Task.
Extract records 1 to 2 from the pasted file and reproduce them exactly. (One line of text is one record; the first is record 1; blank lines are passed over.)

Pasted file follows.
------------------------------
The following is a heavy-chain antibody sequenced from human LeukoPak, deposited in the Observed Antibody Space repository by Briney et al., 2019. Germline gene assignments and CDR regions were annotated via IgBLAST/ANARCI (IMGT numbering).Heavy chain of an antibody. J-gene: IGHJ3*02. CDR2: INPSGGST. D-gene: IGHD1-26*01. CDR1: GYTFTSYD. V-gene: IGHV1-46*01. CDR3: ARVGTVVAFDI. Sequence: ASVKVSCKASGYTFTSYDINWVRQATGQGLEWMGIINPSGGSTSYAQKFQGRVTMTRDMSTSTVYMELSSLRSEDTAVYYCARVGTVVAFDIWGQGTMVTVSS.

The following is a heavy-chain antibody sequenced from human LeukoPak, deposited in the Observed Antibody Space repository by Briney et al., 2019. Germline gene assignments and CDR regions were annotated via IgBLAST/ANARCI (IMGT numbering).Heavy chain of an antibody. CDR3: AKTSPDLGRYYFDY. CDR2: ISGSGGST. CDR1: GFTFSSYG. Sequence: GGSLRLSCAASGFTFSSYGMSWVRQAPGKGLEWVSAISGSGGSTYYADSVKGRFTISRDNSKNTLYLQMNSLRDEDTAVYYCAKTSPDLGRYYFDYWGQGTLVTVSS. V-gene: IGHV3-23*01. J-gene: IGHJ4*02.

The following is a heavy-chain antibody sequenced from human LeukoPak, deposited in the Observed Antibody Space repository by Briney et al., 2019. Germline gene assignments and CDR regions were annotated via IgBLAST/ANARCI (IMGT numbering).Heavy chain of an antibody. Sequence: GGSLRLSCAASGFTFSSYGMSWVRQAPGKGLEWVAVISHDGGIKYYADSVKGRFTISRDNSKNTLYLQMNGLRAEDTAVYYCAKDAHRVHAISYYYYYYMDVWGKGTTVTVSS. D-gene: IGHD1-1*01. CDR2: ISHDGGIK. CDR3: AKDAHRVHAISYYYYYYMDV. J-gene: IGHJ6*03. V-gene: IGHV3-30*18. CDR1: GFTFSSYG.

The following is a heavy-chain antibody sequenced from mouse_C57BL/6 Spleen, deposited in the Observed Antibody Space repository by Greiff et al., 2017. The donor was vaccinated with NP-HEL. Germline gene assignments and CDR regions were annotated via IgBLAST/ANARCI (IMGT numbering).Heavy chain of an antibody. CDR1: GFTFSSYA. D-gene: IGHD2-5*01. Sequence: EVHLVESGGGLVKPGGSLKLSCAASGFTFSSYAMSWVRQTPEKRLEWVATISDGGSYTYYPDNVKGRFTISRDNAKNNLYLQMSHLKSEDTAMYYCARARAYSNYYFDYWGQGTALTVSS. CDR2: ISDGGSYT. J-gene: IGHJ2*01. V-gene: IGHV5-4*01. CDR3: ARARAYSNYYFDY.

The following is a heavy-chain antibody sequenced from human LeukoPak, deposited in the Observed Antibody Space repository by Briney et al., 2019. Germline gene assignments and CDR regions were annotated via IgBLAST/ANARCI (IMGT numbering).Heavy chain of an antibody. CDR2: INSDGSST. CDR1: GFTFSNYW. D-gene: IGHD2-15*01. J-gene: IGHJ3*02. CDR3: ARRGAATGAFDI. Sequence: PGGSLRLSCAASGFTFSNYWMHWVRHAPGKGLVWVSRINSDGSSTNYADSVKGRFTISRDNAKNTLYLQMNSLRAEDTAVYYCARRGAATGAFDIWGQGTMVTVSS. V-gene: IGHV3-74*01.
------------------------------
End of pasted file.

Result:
The following is a heavy-chain antibody sequenced from human LeukoPak, deposited in the Observed Antibody Space repository by Briney et al., 2019. Germline gene assignments and CDR regions were annotated via IgBLAST/ANARCI (IMGT numbering).Heavy chain of an antibody. J-gene: IGHJ3*02. CDR2: INPSGGST. D-gene: IGHD1-26*01. CDR1: GYTFTSYD. V-gene: IGHV1-46*01. CDR3: ARVGTVVAFDI. Sequence: ASVKVSCKASGYTFTSYDINWVRQATGQGLEWMGIINPSGGSTSYAQKFQGRVTMTRDMSTSTVYMELSSLRSEDTAVYYCARVGTVVAFDIWGQGTMVTVSS.

The following is a heavy-chain antibody sequenced from human LeukoPak, deposited in the Observed Antibody Space repository by Briney et al., 2019. Germline gene assignments and CDR regions were annotated via IgBLAST/ANARCI (IMGT numbering).Heavy chain of an antibody. CDR3: AKTSPDLGRYYFDY. CDR2: ISGSGGST. CDR1: GFTFSSYG. Sequence: GGSLRLSCAASGFTFSSYGMSWVRQAPGKGLEWVSAISGSGGSTYYADSVKGRFTISRDNSKNTLYLQMNSLRDEDTAVYYCAKTSPDLGRYYFDYWGQGTLVTVSS. V-gene: IGHV3-23*01. J-gene: IGHJ4*02.